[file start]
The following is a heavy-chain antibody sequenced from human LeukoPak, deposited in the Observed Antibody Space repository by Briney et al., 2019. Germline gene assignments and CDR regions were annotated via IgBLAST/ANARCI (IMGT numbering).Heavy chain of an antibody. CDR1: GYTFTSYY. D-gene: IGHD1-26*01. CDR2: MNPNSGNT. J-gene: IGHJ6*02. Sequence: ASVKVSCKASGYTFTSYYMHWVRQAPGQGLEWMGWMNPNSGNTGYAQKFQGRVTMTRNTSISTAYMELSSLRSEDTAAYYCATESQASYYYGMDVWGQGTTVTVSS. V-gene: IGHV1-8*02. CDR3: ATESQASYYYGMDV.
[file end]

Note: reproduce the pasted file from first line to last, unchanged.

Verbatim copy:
The following is a heavy-chain antibody sequenced from human LeukoPak, deposited in the Observed Antibody Space repository by Briney et al., 2019. Germline gene assignments and CDR regions were annotated via IgBLAST/ANARCI (IMGT numbering).Heavy chain of an antibody. CDR1: GYTFTSYY. D-gene: IGHD1-26*01. CDR2: MNPNSGNT. J-gene: IGHJ6*02. Sequence: ASVKVSCKASGYTFTSYYMHWVRQAPGQGLEWMGWMNPNSGNTGYAQKFQGRVTMTRNTSISTAYMELSSLRSEDTAAYYCATESQASYYYGMDVWGQGTTVTVSS. V-gene: IGHV1-8*02. CDR3: ATESQASYYYGMDV.